4.2.2 Heritage issues and policies
Heritage is one of the pillars for economic growth and the promotion of national culture and has always been a fundamental element in cultural policies since independence. The delicate and the scientific nature of heritage issues had a significant influence on the management of culture and on its policy making approach. Historically, the heritage sector was a special environment dominated by a strong scientific community that controlled it for a long time, with a degree of independence from the Ministry of Culture. National Heritage Institute was founded in 1994 and had strong control over all matters related to heritage. Until the 1990s, the priority of conservation and protection of heritage was adopted at the expense of heritage exploitation and display. As a result, low attention was given to infrastructure and to the promotion of heritage for tourism stimulation. Within this policy, most of public allocations went to renovation, excavation, publication and scientific research.
That trend has changed as a result of the increase of tourism income in the country’s economy, especially after the emergence of the concept for cultural tourism, the development of new technologies and the increase in funding requirements as a result of an increase in the number of sites and artifacts that were discovered.
In 1988, the State has established the “National Agency for the promotion and exploitation of archaeological and historical heritage”, renamed in 2004 with “The Agency for the Development of National Heritage and Cultural Promotion”. This public institution had its independent legal personality and administrative status, and was under commercial law. Under the supervision of the Ministry of Culture, it was responsible for the preparation and the implementation of cultural heritage development and promotion policies.
In 1998, The Ministry of Culture funded the establishment of a geographic information system for mapping heritage sites and the creation of a digital database. In 2002, the Ministry of Culture in association with the Agency for the Development of National Heritage and Cultural Promotion started an extensive project, partly funded by the World Bank (19.2million Euros) with similar funding from culture sector, to promote six main sites and museums (Carthage, Bardo Museum, Museum of Sousse, Kairouan, Oudhna, and Djerba).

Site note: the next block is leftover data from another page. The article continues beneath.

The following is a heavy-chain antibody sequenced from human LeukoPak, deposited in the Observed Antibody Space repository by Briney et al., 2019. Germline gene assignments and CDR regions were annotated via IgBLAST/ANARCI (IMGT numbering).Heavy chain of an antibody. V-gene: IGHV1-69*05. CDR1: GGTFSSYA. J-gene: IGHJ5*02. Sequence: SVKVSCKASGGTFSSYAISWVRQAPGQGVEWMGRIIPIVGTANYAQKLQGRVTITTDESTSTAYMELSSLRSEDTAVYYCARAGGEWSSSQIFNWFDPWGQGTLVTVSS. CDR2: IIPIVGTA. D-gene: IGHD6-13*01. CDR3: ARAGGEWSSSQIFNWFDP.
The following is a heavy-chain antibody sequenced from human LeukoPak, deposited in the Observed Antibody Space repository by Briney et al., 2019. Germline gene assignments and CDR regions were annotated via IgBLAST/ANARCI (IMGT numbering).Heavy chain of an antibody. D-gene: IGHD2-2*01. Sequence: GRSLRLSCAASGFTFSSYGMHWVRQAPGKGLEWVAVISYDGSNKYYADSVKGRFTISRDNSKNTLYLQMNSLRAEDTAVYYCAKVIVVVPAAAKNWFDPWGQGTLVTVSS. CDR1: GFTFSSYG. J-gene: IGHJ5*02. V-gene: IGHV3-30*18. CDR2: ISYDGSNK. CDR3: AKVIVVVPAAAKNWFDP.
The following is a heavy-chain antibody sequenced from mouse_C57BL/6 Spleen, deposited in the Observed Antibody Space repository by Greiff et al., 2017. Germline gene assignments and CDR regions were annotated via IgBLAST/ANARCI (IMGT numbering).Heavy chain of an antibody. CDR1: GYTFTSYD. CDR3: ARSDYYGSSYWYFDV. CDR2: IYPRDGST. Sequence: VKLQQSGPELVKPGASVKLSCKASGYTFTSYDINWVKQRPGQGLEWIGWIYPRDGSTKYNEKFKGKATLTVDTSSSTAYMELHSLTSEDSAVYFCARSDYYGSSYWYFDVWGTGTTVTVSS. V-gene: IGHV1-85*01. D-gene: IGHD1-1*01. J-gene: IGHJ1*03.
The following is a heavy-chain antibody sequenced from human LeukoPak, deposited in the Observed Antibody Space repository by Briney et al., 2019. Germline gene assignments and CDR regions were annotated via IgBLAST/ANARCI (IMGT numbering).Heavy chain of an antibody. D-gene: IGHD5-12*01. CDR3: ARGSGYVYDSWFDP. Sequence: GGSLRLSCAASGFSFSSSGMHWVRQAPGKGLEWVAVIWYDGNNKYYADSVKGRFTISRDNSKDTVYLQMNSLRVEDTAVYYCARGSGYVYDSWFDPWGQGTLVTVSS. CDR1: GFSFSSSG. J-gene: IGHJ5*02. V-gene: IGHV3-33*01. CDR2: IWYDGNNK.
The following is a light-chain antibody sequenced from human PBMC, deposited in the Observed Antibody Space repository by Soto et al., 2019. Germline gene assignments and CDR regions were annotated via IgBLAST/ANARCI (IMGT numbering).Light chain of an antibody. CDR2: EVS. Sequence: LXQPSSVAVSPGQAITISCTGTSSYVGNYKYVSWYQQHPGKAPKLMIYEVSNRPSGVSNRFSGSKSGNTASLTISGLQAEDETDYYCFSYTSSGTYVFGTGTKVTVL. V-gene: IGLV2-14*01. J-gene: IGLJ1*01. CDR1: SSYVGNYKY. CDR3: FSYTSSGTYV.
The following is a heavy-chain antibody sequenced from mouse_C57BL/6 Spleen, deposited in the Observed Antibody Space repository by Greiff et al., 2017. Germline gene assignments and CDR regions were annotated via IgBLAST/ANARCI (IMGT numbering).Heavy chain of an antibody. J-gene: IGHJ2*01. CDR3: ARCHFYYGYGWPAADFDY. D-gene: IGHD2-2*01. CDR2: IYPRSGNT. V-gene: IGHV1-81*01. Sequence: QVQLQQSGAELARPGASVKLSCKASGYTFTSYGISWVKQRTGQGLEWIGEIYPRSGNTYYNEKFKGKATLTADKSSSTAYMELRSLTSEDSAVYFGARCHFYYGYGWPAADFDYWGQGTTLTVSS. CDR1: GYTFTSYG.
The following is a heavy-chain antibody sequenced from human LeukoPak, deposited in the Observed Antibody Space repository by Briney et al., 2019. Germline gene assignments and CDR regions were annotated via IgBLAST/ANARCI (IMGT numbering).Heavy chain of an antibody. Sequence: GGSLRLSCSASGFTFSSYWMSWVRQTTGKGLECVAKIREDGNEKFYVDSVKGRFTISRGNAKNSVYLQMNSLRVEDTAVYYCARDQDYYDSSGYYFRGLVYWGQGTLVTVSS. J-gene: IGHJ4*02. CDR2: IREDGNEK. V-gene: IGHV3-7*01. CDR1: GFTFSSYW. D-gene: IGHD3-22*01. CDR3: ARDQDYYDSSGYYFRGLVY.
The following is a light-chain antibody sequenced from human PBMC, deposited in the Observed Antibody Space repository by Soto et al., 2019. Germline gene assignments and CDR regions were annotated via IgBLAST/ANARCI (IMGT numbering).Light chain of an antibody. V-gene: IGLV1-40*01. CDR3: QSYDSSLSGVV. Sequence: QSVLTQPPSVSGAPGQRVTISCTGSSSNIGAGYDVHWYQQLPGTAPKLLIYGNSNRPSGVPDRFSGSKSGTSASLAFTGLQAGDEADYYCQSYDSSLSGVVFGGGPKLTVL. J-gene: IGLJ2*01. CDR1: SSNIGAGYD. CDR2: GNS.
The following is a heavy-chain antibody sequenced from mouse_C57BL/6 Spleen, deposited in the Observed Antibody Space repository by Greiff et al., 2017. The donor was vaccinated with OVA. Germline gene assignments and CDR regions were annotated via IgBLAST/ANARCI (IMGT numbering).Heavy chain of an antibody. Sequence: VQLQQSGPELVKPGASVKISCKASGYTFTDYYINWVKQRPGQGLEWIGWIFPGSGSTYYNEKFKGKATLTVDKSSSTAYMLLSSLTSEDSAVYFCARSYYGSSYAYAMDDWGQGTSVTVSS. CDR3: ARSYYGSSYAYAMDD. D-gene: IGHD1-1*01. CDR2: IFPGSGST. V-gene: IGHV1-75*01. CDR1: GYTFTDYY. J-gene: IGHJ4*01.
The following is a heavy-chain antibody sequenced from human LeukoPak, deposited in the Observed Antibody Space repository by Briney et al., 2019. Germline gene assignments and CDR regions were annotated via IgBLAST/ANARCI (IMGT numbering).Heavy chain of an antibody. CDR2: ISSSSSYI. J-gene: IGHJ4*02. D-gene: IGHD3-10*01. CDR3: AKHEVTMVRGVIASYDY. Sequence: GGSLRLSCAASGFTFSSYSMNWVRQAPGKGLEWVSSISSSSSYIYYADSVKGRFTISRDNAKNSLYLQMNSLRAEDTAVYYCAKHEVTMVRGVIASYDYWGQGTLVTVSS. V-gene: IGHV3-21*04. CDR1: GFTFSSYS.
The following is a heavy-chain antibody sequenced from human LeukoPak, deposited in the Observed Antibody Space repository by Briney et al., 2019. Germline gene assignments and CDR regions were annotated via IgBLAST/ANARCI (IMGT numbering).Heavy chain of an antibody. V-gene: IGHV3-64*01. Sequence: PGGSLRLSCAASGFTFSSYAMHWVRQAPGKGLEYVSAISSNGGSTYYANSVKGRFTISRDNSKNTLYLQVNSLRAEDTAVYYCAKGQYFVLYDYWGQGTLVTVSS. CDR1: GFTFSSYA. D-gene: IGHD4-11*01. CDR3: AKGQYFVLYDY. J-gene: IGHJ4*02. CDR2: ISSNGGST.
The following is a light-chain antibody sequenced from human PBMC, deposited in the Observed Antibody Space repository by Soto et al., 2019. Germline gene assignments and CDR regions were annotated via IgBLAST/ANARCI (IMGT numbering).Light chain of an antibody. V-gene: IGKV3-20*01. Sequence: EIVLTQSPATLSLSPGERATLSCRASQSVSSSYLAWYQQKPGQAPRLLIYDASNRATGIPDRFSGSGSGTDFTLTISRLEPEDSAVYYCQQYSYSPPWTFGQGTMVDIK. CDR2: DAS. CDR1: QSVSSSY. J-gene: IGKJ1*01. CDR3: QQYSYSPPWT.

In addition, the historical scope has been widened to include new eras of interest, among them the contemporary era. Renovation efforts included the cultural heritage of the eighteenth and nineteenth centuries and modern era. Several historical monuments were transformed into cultural centers, museums, or administrative offices. For example the House of Al-Asram, dating back to the 18th century, was transformed into a Cinema Club and a place for exhibitions (Tahar Haddad Club).
The promotion of heritage amongst Tunisians is mainly carried out through educational programs school trips, exhibitions, theater plays, documentaries and talk shows. Promotional events increase during the celebration of Heritage month, from 18th April until 18th May every year. The celebrations consist of continuous events across the country and include the participation of regional and local authorities, and cultural and educational institutions. Currently, there is a rising interest in promoting intangible heritage for local development particularly through cultural tourism.